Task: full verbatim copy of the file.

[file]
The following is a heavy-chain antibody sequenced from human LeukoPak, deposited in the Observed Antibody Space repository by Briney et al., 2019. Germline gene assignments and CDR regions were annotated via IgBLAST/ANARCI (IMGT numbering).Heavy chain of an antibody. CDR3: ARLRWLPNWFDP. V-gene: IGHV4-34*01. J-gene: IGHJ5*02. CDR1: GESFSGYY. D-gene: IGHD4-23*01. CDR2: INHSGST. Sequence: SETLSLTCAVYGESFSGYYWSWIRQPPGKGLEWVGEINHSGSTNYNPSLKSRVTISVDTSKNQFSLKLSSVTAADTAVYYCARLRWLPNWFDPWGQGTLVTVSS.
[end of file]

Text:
The following is a heavy-chain antibody sequenced from human LeukoPak, deposited in the Observed Antibody Space repository by Briney et al., 2019. Germline gene assignments and CDR regions were annotated via IgBLAST/ANARCI (IMGT numbering).Heavy chain of an antibody. CDR3: ARLRWLPNWFDP. V-gene: IGHV4-34*01. J-gene: IGHJ5*02. CDR1: GESFSGYY. D-gene: IGHD4-23*01. CDR2: INHSGST. Sequence: SETLSLTCAVYGESFSGYYWSWIRQPPGKGLEWVGEINHSGSTNYNPSLKSRVTISVDTSKNQFSLKLSSVTAADTAVYYCARLRWLPNWFDPWGQGTLVTVSS.